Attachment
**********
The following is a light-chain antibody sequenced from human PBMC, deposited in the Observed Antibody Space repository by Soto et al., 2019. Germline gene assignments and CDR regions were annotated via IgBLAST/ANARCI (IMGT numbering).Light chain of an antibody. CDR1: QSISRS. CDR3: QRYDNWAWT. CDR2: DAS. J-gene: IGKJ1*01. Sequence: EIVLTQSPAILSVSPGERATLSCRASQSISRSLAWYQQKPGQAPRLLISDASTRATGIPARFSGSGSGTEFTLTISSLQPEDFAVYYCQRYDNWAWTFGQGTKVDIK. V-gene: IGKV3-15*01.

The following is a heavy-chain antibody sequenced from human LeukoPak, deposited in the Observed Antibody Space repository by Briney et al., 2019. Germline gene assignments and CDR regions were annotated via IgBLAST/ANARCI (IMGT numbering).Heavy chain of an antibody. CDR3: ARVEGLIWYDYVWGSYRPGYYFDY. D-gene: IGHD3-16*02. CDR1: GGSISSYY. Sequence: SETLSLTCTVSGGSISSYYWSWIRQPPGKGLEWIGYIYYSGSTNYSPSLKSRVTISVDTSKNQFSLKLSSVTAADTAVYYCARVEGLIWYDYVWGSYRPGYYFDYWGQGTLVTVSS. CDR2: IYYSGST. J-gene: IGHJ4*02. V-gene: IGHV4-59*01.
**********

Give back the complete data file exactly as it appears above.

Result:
The following is a light-chain antibody sequenced from human PBMC, deposited in the Observed Antibody Space repository by Soto et al., 2019. Germline gene assignments and CDR regions were annotated via IgBLAST/ANARCI (IMGT numbering).Light chain of an antibody. CDR1: QSISRS. CDR3: QRYDNWAWT. CDR2: DAS. J-gene: IGKJ1*01. Sequence: EIVLTQSPAILSVSPGERATLSCRASQSISRSLAWYQQKPGQAPRLLISDASTRATGIPARFSGSGSGTEFTLTISSLQPEDFAVYYCQRYDNWAWTFGQGTKVDIK. V-gene: IGKV3-15*01.

The following is a heavy-chain antibody sequenced from human LeukoPak, deposited in the Observed Antibody Space repository by Briney et al., 2019. Germline gene assignments and CDR regions were annotated via IgBLAST/ANARCI (IMGT numbering).Heavy chain of an antibody. CDR3: ARVEGLIWYDYVWGSYRPGYYFDY. D-gene: IGHD3-16*02. CDR1: GGSISSYY. Sequence: SETLSLTCTVSGGSISSYYWSWIRQPPGKGLEWIGYIYYSGSTNYSPSLKSRVTISVDTSKNQFSLKLSSVTAADTAVYYCARVEGLIWYDYVWGSYRPGYYFDYWGQGTLVTVSS. CDR2: IYYSGST. J-gene: IGHJ4*02. V-gene: IGHV4-59*01.